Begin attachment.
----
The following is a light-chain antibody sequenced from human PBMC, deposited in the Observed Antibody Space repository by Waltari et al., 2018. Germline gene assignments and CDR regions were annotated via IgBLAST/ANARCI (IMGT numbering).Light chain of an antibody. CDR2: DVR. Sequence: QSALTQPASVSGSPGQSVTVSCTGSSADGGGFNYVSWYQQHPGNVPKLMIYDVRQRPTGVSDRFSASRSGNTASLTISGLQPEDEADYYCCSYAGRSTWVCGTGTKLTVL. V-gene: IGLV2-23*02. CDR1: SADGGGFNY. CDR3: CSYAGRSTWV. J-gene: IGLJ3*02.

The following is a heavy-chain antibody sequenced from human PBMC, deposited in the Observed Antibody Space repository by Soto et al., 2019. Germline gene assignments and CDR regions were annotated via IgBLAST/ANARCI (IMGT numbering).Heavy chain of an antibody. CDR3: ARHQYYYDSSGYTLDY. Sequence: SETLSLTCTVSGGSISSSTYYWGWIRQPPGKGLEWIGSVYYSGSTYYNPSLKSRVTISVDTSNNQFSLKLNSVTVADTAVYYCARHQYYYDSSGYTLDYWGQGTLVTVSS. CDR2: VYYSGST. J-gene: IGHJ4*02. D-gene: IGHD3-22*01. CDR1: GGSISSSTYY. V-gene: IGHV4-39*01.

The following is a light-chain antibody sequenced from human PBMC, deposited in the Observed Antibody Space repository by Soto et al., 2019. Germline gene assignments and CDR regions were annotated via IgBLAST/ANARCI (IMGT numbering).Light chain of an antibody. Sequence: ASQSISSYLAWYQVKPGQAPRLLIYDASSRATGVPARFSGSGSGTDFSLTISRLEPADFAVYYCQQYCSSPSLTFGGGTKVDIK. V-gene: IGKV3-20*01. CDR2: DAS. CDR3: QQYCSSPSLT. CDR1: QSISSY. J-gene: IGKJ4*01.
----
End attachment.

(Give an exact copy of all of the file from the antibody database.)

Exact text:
The following is a light-chain antibody sequenced from human PBMC, deposited in the Observed Antibody Space repository by Waltari et al., 2018. Germline gene assignments and CDR regions were annotated via IgBLAST/ANARCI (IMGT numbering).Light chain of an antibody. CDR2: DVR. Sequence: QSALTQPASVSGSPGQSVTVSCTGSSADGGGFNYVSWYQQHPGNVPKLMIYDVRQRPTGVSDRFSASRSGNTASLTISGLQPEDEADYYCCSYAGRSTWVCGTGTKLTVL. V-gene: IGLV2-23*02. CDR1: SADGGGFNY. CDR3: CSYAGRSTWV. J-gene: IGLJ3*02.

The following is a heavy-chain antibody sequenced from human PBMC, deposited in the Observed Antibody Space repository by Soto et al., 2019. Germline gene assignments and CDR regions were annotated via IgBLAST/ANARCI (IMGT numbering).Heavy chain of an antibody. CDR3: ARHQYYYDSSGYTLDY. Sequence: SETLSLTCTVSGGSISSSTYYWGWIRQPPGKGLEWIGSVYYSGSTYYNPSLKSRVTISVDTSNNQFSLKLNSVTVADTAVYYCARHQYYYDSSGYTLDYWGQGTLVTVSS. CDR2: VYYSGST. J-gene: IGHJ4*02. D-gene: IGHD3-22*01. CDR1: GGSISSSTYY. V-gene: IGHV4-39*01.

The following is a light-chain antibody sequenced from human PBMC, deposited in the Observed Antibody Space repository by Soto et al., 2019. Germline gene assignments and CDR regions were annotated via IgBLAST/ANARCI (IMGT numbering).Light chain of an antibody. Sequence: ASQSISSYLAWYQVKPGQAPRLLIYDASSRATGVPARFSGSGSGTDFSLTISRLEPADFAVYYCQQYCSSPSLTFGGGTKVDIK. V-gene: IGKV3-20*01. CDR2: DAS. CDR3: QQYCSSPSLT. CDR1: QSISSY. J-gene: IGKJ4*01.